Author: Chintan Trivedi
Comparison of Cristiano Ronaldo’s face, with the left one from FIFA 18 and the right one generated by a Deep Neural Network.
Game Studios spend millions of dollars and thousands of development hours designing game graphics in trying to make them look as close to reality as possible. While the graphics have looked amazingly realistic in the last few years, it is still easy to distinguish them from the real world. However, with the massive advancements made in the field of image processing using Deep Neural Networks, is it time we can leverage that to improve the graphics while simultaneously also reducing the efforts required to create them?
Let us try to answer that using the game FIFA 18…
Football (i.e. soccer) being my favorite sport, FIFA becomes the natural game of choice for all of my deep learning experiments. To find out whether the recent developments in deep learning can help me answer my question, I tried to focus on improving the player faces in FIFA using the (in?)famous deepfakesalgorithm. It is a Deep Neural Network that can be trained to learn and generate extremely realistic human faces. My focus in this project lies on recreating the player faces from within the game and improving them to make them look exactly like the actual players.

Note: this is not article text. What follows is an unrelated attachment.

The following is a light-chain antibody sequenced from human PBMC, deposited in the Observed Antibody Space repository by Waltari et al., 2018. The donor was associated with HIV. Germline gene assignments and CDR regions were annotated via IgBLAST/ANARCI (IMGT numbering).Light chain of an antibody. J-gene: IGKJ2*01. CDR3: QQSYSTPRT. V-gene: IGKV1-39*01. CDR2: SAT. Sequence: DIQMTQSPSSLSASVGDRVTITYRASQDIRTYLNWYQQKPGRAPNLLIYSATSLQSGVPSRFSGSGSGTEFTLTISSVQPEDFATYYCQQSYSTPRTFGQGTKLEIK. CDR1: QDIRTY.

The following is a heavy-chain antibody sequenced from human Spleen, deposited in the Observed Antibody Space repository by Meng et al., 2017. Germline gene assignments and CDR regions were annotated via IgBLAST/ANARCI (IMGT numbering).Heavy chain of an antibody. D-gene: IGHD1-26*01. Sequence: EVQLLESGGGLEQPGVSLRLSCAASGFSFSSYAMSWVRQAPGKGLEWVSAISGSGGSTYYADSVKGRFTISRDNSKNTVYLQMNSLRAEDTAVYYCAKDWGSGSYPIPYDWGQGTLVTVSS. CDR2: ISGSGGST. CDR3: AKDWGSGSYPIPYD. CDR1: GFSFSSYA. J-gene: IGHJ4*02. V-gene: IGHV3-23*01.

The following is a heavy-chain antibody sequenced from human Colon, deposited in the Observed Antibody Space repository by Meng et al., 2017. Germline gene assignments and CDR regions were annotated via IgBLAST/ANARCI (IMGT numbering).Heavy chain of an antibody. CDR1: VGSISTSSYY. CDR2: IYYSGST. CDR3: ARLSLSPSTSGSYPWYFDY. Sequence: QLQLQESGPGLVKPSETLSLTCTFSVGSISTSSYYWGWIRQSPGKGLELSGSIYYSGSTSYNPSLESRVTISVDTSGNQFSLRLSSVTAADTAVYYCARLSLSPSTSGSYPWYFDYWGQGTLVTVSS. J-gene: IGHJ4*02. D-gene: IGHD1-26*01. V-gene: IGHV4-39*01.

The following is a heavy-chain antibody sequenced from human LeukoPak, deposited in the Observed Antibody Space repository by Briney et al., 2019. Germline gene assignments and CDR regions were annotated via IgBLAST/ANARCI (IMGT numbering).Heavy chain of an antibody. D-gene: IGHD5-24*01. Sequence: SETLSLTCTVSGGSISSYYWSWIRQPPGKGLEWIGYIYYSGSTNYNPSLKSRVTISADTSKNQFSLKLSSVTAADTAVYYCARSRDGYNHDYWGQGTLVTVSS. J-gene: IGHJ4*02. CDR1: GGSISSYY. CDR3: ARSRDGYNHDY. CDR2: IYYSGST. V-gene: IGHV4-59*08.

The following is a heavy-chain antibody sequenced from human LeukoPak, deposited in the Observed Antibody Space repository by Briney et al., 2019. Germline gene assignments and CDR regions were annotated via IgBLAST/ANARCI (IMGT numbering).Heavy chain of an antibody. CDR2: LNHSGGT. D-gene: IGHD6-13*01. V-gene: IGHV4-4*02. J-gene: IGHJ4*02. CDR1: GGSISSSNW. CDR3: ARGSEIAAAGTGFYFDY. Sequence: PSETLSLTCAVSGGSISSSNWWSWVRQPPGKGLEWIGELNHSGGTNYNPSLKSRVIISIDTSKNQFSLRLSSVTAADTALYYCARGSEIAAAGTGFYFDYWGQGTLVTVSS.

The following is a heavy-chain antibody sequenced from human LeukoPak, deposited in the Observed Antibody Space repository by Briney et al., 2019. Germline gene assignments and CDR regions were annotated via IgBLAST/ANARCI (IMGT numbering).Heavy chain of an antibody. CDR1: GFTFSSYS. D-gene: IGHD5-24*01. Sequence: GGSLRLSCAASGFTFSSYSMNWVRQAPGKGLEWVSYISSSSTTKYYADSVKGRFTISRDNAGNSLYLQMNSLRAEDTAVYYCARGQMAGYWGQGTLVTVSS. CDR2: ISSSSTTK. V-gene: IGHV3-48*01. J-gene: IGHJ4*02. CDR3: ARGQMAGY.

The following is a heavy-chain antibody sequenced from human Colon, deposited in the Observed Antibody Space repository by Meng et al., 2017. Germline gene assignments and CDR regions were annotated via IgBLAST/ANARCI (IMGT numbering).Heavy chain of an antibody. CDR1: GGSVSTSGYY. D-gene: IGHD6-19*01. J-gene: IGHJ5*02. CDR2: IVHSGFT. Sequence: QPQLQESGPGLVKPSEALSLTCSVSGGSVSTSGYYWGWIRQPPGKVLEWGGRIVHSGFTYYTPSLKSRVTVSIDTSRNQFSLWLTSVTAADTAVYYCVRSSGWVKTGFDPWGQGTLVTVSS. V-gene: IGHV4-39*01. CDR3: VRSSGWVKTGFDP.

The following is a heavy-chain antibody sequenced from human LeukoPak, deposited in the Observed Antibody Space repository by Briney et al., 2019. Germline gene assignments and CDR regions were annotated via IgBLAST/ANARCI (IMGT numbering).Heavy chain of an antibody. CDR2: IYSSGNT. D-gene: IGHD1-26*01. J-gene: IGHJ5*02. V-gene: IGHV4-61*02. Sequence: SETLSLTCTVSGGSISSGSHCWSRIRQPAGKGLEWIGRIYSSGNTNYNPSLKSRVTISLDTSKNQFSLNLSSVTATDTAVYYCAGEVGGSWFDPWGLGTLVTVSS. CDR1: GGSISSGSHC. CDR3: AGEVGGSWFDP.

Note: Here is a great explanation of how the deepfakes algorithm works. Tl;dr version: it can swap the face of anyone in a video with anybody else’s face using Autoencoders and Convolutional Neural Networks.
Gathering training data
Unlike the game developers, I could collect all required data from Google search without having to trouble Ronaldo with any motion-capture fancy dress.
Let us start by looking at one of the best designed faces in FIFA 18, that of Cristiano Ronaldo, and see if we can improve it. To gather the data required for the deepfakes algorithm, I simply recorded the player’s face from the instant replay option in the game. Now, we want to replace this face with the actual face of Ronaldo. For this, I downloaded a bunch of images from Google such that the images clearly show his face from different angles. That’s all that is needed to get us started with the training process of our model.
Model architecture & Training
The deepfakes algorithm involves training of deep neural networks called autoencoders. These networks are used for unsupervised learning and have an encoder that can encode an input to a compact representation called the “encoding”, and a decoder that can use this encoding to reconstruct the original input. This architecture forces the network to learn the underlying distribution of the input rather than simply parroting back the input. For images as our input, we use a convolutional net as our encoder and a deconvolutional net as our decoder. This architecture is trained to minimize the reconstruction error for unsupervised learning.
For our case, we train two autoencoder networks simultaneously. One network learns to recreate face of Ronaldo from FIFA 18 graphics. The other network learns to recreate the face from actual pictures of Ronaldo. In deepfakes, both networks share the same encoder but are trained with different decoders. Thus, we now have two networks that have learnt how Ronaldo looks like in the game and in real life.